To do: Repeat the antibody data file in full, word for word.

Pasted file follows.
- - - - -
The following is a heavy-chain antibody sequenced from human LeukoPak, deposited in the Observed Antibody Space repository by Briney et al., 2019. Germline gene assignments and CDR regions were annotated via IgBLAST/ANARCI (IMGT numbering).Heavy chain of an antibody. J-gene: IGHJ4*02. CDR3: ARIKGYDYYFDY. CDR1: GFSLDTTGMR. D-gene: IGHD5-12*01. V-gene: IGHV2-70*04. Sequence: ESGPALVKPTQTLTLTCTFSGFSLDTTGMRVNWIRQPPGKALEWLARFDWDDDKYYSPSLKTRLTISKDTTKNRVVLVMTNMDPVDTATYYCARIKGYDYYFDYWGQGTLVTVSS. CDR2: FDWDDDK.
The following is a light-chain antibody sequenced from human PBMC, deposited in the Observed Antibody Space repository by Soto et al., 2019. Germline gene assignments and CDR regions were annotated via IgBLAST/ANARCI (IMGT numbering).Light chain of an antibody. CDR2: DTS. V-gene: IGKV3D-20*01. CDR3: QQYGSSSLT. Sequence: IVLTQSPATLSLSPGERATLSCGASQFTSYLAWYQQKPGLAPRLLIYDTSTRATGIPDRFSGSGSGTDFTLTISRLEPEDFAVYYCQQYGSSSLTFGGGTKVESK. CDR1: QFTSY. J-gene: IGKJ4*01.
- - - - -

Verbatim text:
The following is a heavy-chain antibody sequenced from human LeukoPak, deposited in the Observed Antibody Space repository by Briney et al., 2019. Germline gene assignments and CDR regions were annotated via IgBLAST/ANARCI (IMGT numbering).Heavy chain of an antibody. J-gene: IGHJ4*02. CDR3: ARIKGYDYYFDY. CDR1: GFSLDTTGMR. D-gene: IGHD5-12*01. V-gene: IGHV2-70*04. Sequence: ESGPALVKPTQTLTLTCTFSGFSLDTTGMRVNWIRQPPGKALEWLARFDWDDDKYYSPSLKTRLTISKDTTKNRVVLVMTNMDPVDTATYYCARIKGYDYYFDYWGQGTLVTVSS. CDR2: FDWDDDK.
The following is a light-chain antibody sequenced from human PBMC, deposited in the Observed Antibody Space repository by Soto et al., 2019. Germline gene assignments and CDR regions were annotated via IgBLAST/ANARCI (IMGT numbering).Light chain of an antibody. CDR2: DTS. V-gene: IGKV3D-20*01. CDR3: QQYGSSSLT. Sequence: IVLTQSPATLSLSPGERATLSCGASQFTSYLAWYQQKPGLAPRLLIYDTSTRATGIPDRFSGSGSGTDFTLTISRLEPEDFAVYYCQQYGSSSLTFGGGTKVESK. CDR1: QFTSY. J-gene: IGKJ4*01.